There was no shortage of exclusives at New York Comic Con 2017. Among the coolest? This brand-new Lego BrickHeadz set featuring two of Star Wars’ biggest characters, the bounty hunter Boba Fett, and Han Solo in carbonite from The Empire Strikes Back and Return of the Jedi!
In addition to seeing this must have BrickHeadz set up close, we had the privilege of interviewing its designer, Marcos Bessa, who spoke about designing each character.
What has the fan response been to Lego BrickHeadz?
Let me take you back to where it all started. First, we came out with four San Diego Comic Con exclusives in 2016, and at the time they were classic superheroes.
There was a lot of buzz around it. People were excited about a new form of collectible from Lego. Not only a new collectible, but one that was targeting an older audience. The response was so good that in 2017, we came out with the first 12 BrickHeadz products at retail. We have some superhero stuff, but we started branching out a bit with the big franchises, namely Beauty and the Beast and Pirates of the Caribbean. That was just the start. We wanted to warm up the waters and get the message out there that BrickHeadz is growing.
I can tell you already that 2018 will be a killer year for BrickHeadz.
Tell us more about this new Lego set, with Boba Fett and Han Solo.
This New York Comic Con exclusive is a product that I designed, and I am very happy about it. When I first started thinking about what we could do for Comic Con, and New York in particular, we toyed around with some ideas. At the time, negotiations were happening with Star Wars in order to bring that franchise into the Lego BrickHeadz family. We saw this as a great chance to bring the first Lego Star Wars BrickHeadz to the market.
Boba Fett is a winner because he’s such a fan favorite. We also wanted to provide something truly exclusive and unique. Therefore, Han Solo in carbonite and Boba Fett!
How many did you produce for New York Comic Con?
It’s a limited run of 5,000 copies and they are all individually numbered. Everyone gets a unique number to him or herself.
What’s the best part of seeing these iconic Star Wars characters come to life as Lego BrickHeadz?
I love stylization of characters, and I’ve done a lot of that with work but also in my personal time. With Lego, I was much more involved with building the bigger playsets, so to get involved in this project, and to be able to work on the stylization of such iconic characters… it’s personally a big satisfaction and realization as a professional.
It’s so fun and challenging at the same time. There are so many details that need to stay out of this design because it is a minimalistic representation of a character. But the challenge is right there… finding the key ones to keep in order to stay true to both the reference and the BrickHeadz style.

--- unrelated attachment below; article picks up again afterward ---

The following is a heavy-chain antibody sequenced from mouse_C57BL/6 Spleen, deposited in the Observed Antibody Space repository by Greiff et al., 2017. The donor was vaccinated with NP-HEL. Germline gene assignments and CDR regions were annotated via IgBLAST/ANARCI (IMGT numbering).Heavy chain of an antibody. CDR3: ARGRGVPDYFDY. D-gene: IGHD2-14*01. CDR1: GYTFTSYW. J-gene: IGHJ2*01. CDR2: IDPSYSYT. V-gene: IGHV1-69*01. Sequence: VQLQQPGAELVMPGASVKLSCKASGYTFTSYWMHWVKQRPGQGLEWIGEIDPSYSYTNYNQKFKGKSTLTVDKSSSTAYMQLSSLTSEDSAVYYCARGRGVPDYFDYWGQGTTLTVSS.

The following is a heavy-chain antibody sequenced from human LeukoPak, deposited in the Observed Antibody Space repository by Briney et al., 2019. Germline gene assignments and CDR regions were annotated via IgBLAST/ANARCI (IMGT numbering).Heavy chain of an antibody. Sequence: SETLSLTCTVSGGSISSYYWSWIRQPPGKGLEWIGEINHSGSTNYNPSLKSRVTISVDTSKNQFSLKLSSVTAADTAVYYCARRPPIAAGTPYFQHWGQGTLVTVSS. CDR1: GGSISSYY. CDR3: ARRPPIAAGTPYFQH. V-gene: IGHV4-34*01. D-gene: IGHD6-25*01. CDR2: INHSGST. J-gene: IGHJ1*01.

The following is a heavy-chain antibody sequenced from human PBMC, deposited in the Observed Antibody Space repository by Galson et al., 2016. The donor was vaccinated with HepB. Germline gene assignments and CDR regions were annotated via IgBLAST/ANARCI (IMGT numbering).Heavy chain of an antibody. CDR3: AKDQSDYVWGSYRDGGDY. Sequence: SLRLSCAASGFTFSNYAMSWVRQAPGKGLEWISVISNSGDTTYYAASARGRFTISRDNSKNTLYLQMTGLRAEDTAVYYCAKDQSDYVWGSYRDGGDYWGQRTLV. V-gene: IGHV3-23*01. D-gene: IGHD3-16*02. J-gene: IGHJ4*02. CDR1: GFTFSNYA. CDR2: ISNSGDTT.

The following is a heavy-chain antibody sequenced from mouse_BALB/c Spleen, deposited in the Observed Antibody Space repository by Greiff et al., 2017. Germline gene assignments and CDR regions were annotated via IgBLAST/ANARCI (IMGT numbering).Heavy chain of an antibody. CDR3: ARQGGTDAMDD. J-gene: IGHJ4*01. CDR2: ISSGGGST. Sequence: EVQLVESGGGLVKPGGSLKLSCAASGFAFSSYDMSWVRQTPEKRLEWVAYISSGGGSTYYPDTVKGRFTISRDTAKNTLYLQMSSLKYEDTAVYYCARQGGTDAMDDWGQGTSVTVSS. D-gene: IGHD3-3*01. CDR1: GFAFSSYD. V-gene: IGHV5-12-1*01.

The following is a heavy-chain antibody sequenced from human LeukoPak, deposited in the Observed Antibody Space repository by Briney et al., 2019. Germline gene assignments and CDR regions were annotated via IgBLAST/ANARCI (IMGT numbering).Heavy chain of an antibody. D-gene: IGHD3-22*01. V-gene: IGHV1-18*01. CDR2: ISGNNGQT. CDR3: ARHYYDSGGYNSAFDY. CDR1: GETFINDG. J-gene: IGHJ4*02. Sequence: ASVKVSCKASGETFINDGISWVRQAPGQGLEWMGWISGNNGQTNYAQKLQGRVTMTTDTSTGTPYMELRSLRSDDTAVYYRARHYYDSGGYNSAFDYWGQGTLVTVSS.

What are some of those important details that have to remain?
With Boba Fett, it’s really important to keep his iconic helmet as true as possible. But then again, it’s very BrickHeadz like to have this huge forehead and the eyes far apart. Playing with the proportions is always the biggest challenge. Boba Fett makes my life easier because he has such a strong color scheme and defining shapes. Once I got those shapes working and recognizable, the job was done.
Han Solo was a whole different challenge. This is the first Lego BrickHeadz character that doesn’t stand on its own. It’s part of this whole carbonite platform, and built in a way that makes it look like he is laying down, so it has a whole different build.
When you received the all-clear from the Star Wars people, how long did it take until you had the final version on your desk?
With this one, it was a quick process compared to some of our other timelines because we were moving quite fast in order to make this event. Once we started the dialogue with Star Wars and we agreed that this pairing would be a good opportunity for New York Comic Con, it took me maybe two to three weeks to get it finalized and approved through the partner. It took a lot of effort on both sides to make things happen, from production to being here today.
One more question. How does Lego continue to be popular for so many years? Can you speak about its legacy?
The fact that Lego is so much a synonym of reinvention, that’s what allowed us to shape and mold ourselves in a way that we stay relevant. I was playing with Lego as a kid. It was my number one toy through every stage of my childhood. Then when I grew up and was thinking about what I wanted to do with my life, Lego was a main reference and my dream job.
You can literally pick up any bricks, and it’s up to your imagination to make anything up. It gives you that sense of power that few things can. That’s the key ingredient to making Lego relevant and so versatile.